NYT reported Trump is eager to meet with investigators to clear himself of wrongdoing. Reportedly Trump believes he can convince Mueller’s team that their own inquiry is a “witch hunt” and end the inquiry.
Trump’s legal team were preparing to tell Mueller there would be no interview and risk a court fight over a subpoena that could drag through midterms, but Trump pushed them to continue negotiating.
According to NYT, the scope of the questioning includes whether Trump associates and Russia coordinated in election interference and whether Trump tried to obstruct the investigation.
On Thursday, Manafort’s bookkeeper, Heather Washkuhn, said his lavish lifestyle continued until 2015 when he ran out of cash, then he and Gates began trying to fudge numbers to secure loans.
Washkuhn testified she did not have access to all of Manafort’s transactions. She also did not have any records of the foreign accounts Manafort used to pay for clothes, cars, real estate and home remodeling.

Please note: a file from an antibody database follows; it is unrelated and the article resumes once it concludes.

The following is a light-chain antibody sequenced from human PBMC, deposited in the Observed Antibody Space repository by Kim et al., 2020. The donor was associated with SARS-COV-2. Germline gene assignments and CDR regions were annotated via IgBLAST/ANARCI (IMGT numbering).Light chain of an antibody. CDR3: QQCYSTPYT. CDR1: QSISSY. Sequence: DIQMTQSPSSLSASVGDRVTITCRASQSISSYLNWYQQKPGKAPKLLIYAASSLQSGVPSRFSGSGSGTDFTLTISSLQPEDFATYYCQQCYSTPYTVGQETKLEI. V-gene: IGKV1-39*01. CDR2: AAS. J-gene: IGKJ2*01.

Washkhun undercut Manafort’s defense that Gates was to blame, characterizing Manafort as a “very knowledgeable” client, and saying, “He was very detail-oriented. He approved every penny of everything we paid.”
On Friday, Cindy Laporta, one of Manafort’s accountants who was granted immunity, testified that in 2015 she went along with falsifying his tax records, not wanting to confront a longtime client.
Laporta said Gates told her Manafort could not afford to pay his taxes, and instructed her to misrepresent $900,000 in income as a business loan. She estimated she saved Manafort at least $400,000 in taxes.
Laporta testified she helped Manafort obtain millions of dollars of loans fraudulently, including listing a rental property as a second home, sending a forged loan-forgiveness letter, and lying about a large future payment.
On Thursday, a federal judge in Washington ruled Andrew Miller, a former assistant to Roger Stone, must testify before the special counsel’s grand jury on Russian interference in the 2016 election.
Miller worked for Stone during the 2016 presidential campaign, and is one of at least six of Stone’s associates to be called to testify in the Mueller probe. Stone has accused Mueller’s team of harassing his associates.
On Thursday, Reuters reported that according to Russian agencies citing senior lawmaker Konstantin Kosachov, Sen. Rand Paul will lead a U.S. delegation to Moscow and will meet Russian members of parliament on August 6.